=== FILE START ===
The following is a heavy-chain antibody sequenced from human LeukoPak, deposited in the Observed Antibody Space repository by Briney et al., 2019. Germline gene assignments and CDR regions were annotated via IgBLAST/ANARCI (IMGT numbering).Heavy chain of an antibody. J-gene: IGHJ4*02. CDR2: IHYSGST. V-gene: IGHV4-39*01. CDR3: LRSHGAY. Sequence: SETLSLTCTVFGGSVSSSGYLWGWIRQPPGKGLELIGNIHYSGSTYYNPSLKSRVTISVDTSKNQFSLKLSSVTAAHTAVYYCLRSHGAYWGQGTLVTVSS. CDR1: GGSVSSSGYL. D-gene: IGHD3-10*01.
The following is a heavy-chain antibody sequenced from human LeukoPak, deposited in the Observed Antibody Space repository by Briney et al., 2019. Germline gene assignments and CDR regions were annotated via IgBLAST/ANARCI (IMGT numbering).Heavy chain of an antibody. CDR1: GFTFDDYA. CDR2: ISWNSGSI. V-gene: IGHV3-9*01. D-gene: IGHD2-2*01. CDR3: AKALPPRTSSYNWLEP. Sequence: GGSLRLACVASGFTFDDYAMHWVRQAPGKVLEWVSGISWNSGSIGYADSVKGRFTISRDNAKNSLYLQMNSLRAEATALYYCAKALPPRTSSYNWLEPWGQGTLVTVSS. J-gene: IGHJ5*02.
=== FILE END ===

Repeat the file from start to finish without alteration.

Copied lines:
The following is a heavy-chain antibody sequenced from human LeukoPak, deposited in the Observed Antibody Space repository by Briney et al., 2019. Germline gene assignments and CDR regions were annotated via IgBLAST/ANARCI (IMGT numbering).Heavy chain of an antibody. J-gene: IGHJ4*02. CDR2: IHYSGST. V-gene: IGHV4-39*01. CDR3: LRSHGAY. Sequence: SETLSLTCTVFGGSVSSSGYLWGWIRQPPGKGLELIGNIHYSGSTYYNPSLKSRVTISVDTSKNQFSLKLSSVTAAHTAVYYCLRSHGAYWGQGTLVTVSS. CDR1: GGSVSSSGYL. D-gene: IGHD3-10*01.
The following is a heavy-chain antibody sequenced from human LeukoPak, deposited in the Observed Antibody Space repository by Briney et al., 2019. Germline gene assignments and CDR regions were annotated via IgBLAST/ANARCI (IMGT numbering).Heavy chain of an antibody. CDR1: GFTFDDYA. CDR2: ISWNSGSI. V-gene: IGHV3-9*01. D-gene: IGHD2-2*01. CDR3: AKALPPRTSSYNWLEP. Sequence: GGSLRLACVASGFTFDDYAMHWVRQAPGKVLEWVSGISWNSGSIGYADSVKGRFTISRDNAKNSLYLQMNSLRAEATALYYCAKALPPRTSSYNWLEPWGQGTLVTVSS. J-gene: IGHJ5*02.